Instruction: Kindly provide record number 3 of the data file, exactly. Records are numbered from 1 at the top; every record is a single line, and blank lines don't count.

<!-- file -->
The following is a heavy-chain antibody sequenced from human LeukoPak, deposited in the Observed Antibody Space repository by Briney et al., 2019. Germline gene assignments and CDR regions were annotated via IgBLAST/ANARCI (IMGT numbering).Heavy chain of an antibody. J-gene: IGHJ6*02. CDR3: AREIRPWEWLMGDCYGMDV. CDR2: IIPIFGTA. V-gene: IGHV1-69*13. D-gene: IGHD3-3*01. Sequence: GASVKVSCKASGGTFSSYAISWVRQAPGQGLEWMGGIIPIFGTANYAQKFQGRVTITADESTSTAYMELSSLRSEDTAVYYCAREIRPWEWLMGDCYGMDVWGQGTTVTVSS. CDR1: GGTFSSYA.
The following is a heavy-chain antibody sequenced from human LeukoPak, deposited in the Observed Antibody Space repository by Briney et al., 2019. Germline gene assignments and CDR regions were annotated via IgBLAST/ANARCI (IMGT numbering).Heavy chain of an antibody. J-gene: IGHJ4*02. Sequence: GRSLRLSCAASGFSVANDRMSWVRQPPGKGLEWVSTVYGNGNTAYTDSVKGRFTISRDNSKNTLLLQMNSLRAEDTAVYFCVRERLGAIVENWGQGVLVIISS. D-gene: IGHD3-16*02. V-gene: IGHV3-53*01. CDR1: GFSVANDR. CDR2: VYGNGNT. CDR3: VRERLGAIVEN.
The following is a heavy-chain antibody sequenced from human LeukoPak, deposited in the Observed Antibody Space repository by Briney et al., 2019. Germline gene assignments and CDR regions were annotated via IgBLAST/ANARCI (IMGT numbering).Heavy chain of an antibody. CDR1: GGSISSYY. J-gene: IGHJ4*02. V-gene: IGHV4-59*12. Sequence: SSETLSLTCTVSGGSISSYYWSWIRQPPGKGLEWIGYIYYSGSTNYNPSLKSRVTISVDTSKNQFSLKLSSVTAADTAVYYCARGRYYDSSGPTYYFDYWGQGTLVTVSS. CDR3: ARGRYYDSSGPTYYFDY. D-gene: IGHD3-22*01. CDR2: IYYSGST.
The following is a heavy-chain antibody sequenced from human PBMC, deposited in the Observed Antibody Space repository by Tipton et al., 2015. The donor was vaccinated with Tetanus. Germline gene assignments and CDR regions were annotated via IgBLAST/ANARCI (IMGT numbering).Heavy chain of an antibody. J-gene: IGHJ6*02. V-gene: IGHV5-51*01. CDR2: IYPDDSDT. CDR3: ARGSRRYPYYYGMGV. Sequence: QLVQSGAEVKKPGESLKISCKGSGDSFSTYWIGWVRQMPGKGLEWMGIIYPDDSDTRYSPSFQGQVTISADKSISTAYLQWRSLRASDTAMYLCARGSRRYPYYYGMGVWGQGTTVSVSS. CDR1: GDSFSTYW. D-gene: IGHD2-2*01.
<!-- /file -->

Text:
The following is a heavy-chain antibody sequenced from human LeukoPak, deposited in the Observed Antibody Space repository by Briney et al., 2019. Germline gene assignments and CDR regions were annotated via IgBLAST/ANARCI (IMGT numbering).Heavy chain of an antibody. CDR1: GGSISSYY. J-gene: IGHJ4*02. V-gene: IGHV4-59*12. Sequence: SSETLSLTCTVSGGSISSYYWSWIRQPPGKGLEWIGYIYYSGSTNYNPSLKSRVTISVDTSKNQFSLKLSSVTAADTAVYYCARGRYYDSSGPTYYFDYWGQGTLVTVSS. CDR3: ARGRYYDSSGPTYYFDY. D-gene: IGHD3-22*01. CDR2: IYYSGST.